Category Archives: Hasan-Rokem: Web of Life


2011-08-05

Messiahs, Midrash and Mythemes — more comparisons with the Gospels

by Neil Godfrey

6th August: expanded “the trial” comparison into “The face to face confrontation of secular and religious leaders

Comparing other rabbinic midrash with the Gospels

In my previous post I covered Galit Hasan-Rokem’s comparisons of some early Christian and rabbinic midrash. In this post I comment on Hasan-Rokem’s discussions of other tales in the midrash of Lamentations Rabbah and draw my own comparisons with the Gospels.

An image of the French philosopher, Claude Lév...

Claude Lévi-Strauss: Image via Wikipedia

The second rabbinic story of a Messiah discussed by Hasan-Rokem is one about the death of “King Messiah” Bar Kochba. Here the messiah is the villain. (Rabbinic sources subsequently referred to him as Bar Kozeba, Son of Lies.) I think there are a number of interesting plot and motif similarities here, just as there are between the messiah birth narratives of the Christian and rabbinic literature and that were detailed in the previous post. But what makes the overlaps interesting is considering an explanation for them through the constructs of anthropologist Claude Levi-Strauss. If this turns out to be an invalid process, invalidly applied, fair enough. But let’s see what it might possibly suggest till then.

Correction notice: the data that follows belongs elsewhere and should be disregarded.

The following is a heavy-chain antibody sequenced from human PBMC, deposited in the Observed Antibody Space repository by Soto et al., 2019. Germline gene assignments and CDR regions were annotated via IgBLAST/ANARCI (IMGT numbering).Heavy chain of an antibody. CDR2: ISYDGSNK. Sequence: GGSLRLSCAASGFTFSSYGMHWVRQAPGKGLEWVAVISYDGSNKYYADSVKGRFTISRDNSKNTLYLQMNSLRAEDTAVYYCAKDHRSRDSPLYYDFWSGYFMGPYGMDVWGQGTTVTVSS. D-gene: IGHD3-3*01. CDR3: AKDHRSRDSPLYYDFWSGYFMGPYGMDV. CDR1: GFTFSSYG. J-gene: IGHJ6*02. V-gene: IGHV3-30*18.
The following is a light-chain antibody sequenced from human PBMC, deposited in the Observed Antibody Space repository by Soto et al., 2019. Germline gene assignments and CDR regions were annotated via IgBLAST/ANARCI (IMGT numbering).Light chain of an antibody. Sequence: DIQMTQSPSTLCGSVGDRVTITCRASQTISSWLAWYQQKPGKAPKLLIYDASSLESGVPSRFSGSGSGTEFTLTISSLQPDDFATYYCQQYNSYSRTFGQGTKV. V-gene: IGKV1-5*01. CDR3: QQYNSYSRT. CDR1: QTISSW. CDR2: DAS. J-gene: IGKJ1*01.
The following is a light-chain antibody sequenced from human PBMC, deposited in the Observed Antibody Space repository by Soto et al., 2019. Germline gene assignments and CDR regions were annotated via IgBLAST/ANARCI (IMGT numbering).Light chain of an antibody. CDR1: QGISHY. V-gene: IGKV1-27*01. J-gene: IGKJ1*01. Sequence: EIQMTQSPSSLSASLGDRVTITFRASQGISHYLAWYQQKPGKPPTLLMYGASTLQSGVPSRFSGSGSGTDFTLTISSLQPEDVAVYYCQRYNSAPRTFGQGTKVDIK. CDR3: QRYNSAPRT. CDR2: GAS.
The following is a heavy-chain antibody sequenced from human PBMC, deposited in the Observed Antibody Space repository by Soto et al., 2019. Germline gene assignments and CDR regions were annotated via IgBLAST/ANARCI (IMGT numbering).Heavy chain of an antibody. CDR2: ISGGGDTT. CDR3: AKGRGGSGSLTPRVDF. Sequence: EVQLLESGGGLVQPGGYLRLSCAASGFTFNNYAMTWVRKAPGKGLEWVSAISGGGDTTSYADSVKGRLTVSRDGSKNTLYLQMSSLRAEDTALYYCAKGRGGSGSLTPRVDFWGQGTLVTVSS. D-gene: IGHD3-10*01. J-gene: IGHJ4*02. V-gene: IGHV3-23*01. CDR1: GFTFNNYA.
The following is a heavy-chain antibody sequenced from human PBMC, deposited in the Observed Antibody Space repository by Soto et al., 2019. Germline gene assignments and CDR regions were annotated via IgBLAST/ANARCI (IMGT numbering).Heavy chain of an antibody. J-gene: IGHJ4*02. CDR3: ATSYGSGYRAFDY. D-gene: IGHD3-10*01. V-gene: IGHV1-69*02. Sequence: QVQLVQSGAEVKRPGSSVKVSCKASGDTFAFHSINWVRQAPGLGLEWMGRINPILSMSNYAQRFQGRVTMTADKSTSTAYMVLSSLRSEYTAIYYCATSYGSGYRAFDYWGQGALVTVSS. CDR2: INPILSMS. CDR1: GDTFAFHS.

The midrashic tale is found in full (and re-edited) in the last half of the post titled Birth and Death of the Messiah: Two Jewish Midrash Tales (and have since copied it again at the end of this post, too.)

First, the common elements. I can see about 20. Some are more “distinctly defining” attributes that signal a common idea than others: #10 and #17 are surely tell-tale (DNA-linking) ones. read more »


Midrash and Gospels 3: What some Jewish scholars say (and continuing ‘Midrash Tales of the Messiah’)

by Neil Godfrey

Jewish scholars of midrash have recognized that “midrashic” techniques, methods of interpretation of texts in the Hebrew Bible, have been creatively woven into Christian Gospel narrative and teaching material as much as Jews worked creatively with midrash in their own literature.

Jon D. Levenson

Jon D. Levenson wrote The Death and Resurrection of the Beloved Son : The Transformation of Child Sacrifice in Judaism and Christianity to argue essentially that the “Christ of faith” figure in the Gospels and Pauline epistles was a distinctively Christian-Jewish midrashic creation:

Jesus’ identity as sacrificial victim, the son handed over to death by his loving father or the lamb who takes away the sins of the world . . . ostensibly so alien to Judaism, was itself constructed from Jewish reflection on the beloved sons of the Hebrew Bible. . . . (p. x)

Another theme of Levenson’s work is that the Christian understanding that Jewish religion was obsolete is also the product of a midrash on Jewish scriptures: